“I mean there was like maybe 60 tracks I could mess with. And there are 24 stems to each one. That’s a lot of stems! I wanted the project to be classic Hip-Hop material. Plus there was a great lead time to make the thing. So it took me three months overall. Two months checking everything out and one month to make. But that was me in the studio 24/7 pretty much. I just really wanted to make my versions as timeless as the original ones. So that took a little time.

When researching the album, surely you came across some hidden vocals?

“Yeah, as they were recorded on tapes, they wanted to use the whole thing up. So I found loads of weird little samples and vocals. Out takes and stuff. I actually found an entire KRS-One 64 bar vocal that was never used. I made a whole new track from that. A real boom-bap sounding 90’s New York Hip-Hop beat. It’s fresh!”

Every track is remade, mashed to fuck, re-mixed with extra sound effects in true Jaguar Skills style…how important though applying the same production style and did you use any of the old skool gear?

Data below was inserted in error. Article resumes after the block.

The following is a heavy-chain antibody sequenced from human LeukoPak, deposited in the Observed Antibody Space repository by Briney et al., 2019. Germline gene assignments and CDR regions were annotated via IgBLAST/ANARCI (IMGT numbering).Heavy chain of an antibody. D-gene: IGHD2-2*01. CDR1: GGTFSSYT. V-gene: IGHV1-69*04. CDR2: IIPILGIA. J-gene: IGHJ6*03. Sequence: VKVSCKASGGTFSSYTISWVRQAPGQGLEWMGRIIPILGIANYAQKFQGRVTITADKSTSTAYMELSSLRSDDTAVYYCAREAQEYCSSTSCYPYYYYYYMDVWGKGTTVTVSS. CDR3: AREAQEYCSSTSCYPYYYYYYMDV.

“Well, I didn’t want the sound of it to be modern, structurally. Sonically, I wanted to improve the fidelity of the tracks, and obviously, I wanted to fuck around with them a bit. But tastefully. The stuff I’ve done, you might not know, if you don’t know the original tracks really well. Pretty much all of the tunes have had the vocals messed around with. And beat-wise, I’ve done a lot. I also messed with the samples and loops a lot more. Re-processing them and shit. I re-programmed the drums on a MPC 2000, just to get the right sound. It was a real labour of love. It’s the music I truly love, and I didn’t want to be the dude who fucks it all up! Haha!”

“I just kinda got bored of hip hop after a while and I found myself listening to drum ‘n’ bass and stuff after a while, more clubby stuff I guess.” The love of hip hop never leaves you, who are the artists today that still gets your head nodding…?